issue resolution

Challenges Create Opportunity, People Create Change - 4/20/21


There are so many great things that have been said over the years about overcoming challenges, pushing aside the roadblocks of life, dealing with difficulties.  And these are important points of discussion because challenges are all around us.  There are challenges with our personal health or in our personal Read more

The Passive Predicament - 4/13/21


The employee is speaking to you.  Do they have that look in the eyes like they’re hanging on your every word, like they’re processing, interpreting, and getting ready to quickly respond to your key points and questions?  Or do they have the look of somebody in the 2nd hour Read more

Regain Lost Motivation - 4/6/21


For many of us over the last 12 months, our home has also become our workplace.  Our work interaction has been 2-dimensional through the computer screen as opposed to the 3-dimensional experiences we’re used to with co-workers and customers. We are all motivated in our own unique ways.  Some are Read more

The Answer is Right, but the Service is Wrong - 3/30/21


Maggie was irate.  The gift she ordered needed to be received by the 20th of the month so she could give it to her cousin for his birthday.  It was the 19th, and Maggie couldn’t find any shipping update online, so she called the company.  The employee said “Oh!  Read more

Question Everything, but What’s the Question? - 3/23/21


The new leader joins the organization, and she decides she wants to question everything.  She wants employees to question everything.  Why have we always done it this way? Why do we continue to do it that way? Is this the best way to work? Sometimes it’s a great management Read more

The Resourceful Rep - 3/16/21


One of our clients is seeking to develop Customer Service Standards.  We’re working with them to identify those key expectations of staff that will enable the organization to deliver a consistent high-level customer experience.  One of the key attributes that this organization is seeking from its team members is Read more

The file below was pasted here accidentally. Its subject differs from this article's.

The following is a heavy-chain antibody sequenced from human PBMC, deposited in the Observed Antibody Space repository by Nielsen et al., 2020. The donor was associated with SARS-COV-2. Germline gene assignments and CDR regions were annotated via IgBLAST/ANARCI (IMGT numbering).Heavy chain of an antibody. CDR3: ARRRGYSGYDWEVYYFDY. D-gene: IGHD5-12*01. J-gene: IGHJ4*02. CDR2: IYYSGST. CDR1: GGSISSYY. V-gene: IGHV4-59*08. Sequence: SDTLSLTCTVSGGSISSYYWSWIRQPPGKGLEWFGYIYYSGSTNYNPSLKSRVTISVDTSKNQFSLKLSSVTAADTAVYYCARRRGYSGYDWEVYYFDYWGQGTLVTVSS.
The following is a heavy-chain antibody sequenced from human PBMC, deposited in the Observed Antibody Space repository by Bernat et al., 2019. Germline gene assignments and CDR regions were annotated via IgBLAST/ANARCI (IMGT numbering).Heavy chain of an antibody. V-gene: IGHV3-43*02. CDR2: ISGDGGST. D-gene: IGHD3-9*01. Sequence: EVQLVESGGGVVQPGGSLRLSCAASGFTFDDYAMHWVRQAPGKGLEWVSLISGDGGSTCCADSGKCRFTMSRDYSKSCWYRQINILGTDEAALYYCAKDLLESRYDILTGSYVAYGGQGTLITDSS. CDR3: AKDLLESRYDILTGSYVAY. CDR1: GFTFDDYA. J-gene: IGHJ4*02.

Be Proactive like a Pro - 3/9/21


We constantly work with clients, encouraging them to become more proactive with customers.  Don’t just be reactive, waiting for the customer to ask questions or to complain.  Instead, go to the customer, anticipate their needs, suggest something to them. But many of us, frankly, don’t know how to be proactive.  Read more

Find One Unique Thing - 3/2/21


Many of us are not in a position to develop long-term relationships with our customers.  Our encounters are often one-time only with a customer - very brief and likely to be our only time chatting with this individual. And even though there may not be a long-term professional relationship developed, Read more

Should I Stay or Should I Go? - 2/23/21


Should I stay or should I go?  That’s not just a classic song by The Clash.  It’s also the question customers ask more and more, especially during difficult economic times. A recent study in the Charlotte Business Journal noted that 50% of North Carolina businesses are concerned with how to Read more

Optimism – A Force for Good in Customer Service - 2/16/21


Will 2021 be a better year than 2020?  I have absolutely no idea.  Maybe it would be nice to see into the future and know for certain, but I can’t and I don’t.  But as I wade further and further into this year, I can hope that the water Read more

Know When to Pause – 3/28/17

Posted on in Customer Service Tip of the Week Please leave a comment